Myopia is emerging as a major public health issue due to its increasing prevalence and long-term pathological outcomes. Prevention must focus on limiting excessive axial elongation which is the cause of both myopic refractive error and its pathological outcomes. The increasing prevalence appears to be due to environmental changes involving near work, rather than to a genetic failure of emmetropisation. Attempts to control the progression of myopia optically have been unsuccessful; the only available preventive regime involves the use of atropine eye drops. This regime has short-term side effects, and since the site and mechanism of action of muscarinic antagonists are unclear, there are concerns about its long-term safety. Recent studies on natural STOP growth signals suggest that they are evoked by relatively brief periods of imposed myopic defocus, and can overcome strong pressures towards increased axial elongation. While STOP signals have only been successfully used in chickens to prevent excessive axial elongation, similar signals are generated in mammals and non-human primates. Further studies may define the conditions under which this approach could be used to prevent the development of myopia in humans.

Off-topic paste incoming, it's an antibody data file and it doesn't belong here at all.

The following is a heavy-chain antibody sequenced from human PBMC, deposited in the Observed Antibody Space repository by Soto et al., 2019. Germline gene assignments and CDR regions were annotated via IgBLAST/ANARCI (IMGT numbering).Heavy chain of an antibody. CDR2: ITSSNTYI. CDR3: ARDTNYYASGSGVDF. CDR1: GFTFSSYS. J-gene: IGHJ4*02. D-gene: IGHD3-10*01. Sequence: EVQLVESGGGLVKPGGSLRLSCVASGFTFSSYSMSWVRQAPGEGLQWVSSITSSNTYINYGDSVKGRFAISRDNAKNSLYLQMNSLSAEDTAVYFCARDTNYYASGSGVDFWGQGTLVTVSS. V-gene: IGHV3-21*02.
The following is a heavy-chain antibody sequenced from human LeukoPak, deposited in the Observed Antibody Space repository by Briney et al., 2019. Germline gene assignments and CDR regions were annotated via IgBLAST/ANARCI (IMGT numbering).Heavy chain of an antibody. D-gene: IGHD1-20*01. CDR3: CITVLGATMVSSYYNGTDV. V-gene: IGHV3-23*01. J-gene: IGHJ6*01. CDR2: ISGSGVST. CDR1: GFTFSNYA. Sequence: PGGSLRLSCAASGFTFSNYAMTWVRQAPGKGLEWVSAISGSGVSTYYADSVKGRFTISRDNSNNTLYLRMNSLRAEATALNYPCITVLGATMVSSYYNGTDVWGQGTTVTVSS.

Myopia in humans results from an imbalance between the refractive power of the cornea and lens and the axial length of the eye, such that the image of an object at infinity falls in front of the retina, with the lens at rest. Accommodation, therefore, cannot focus the blurred images of distant objects.
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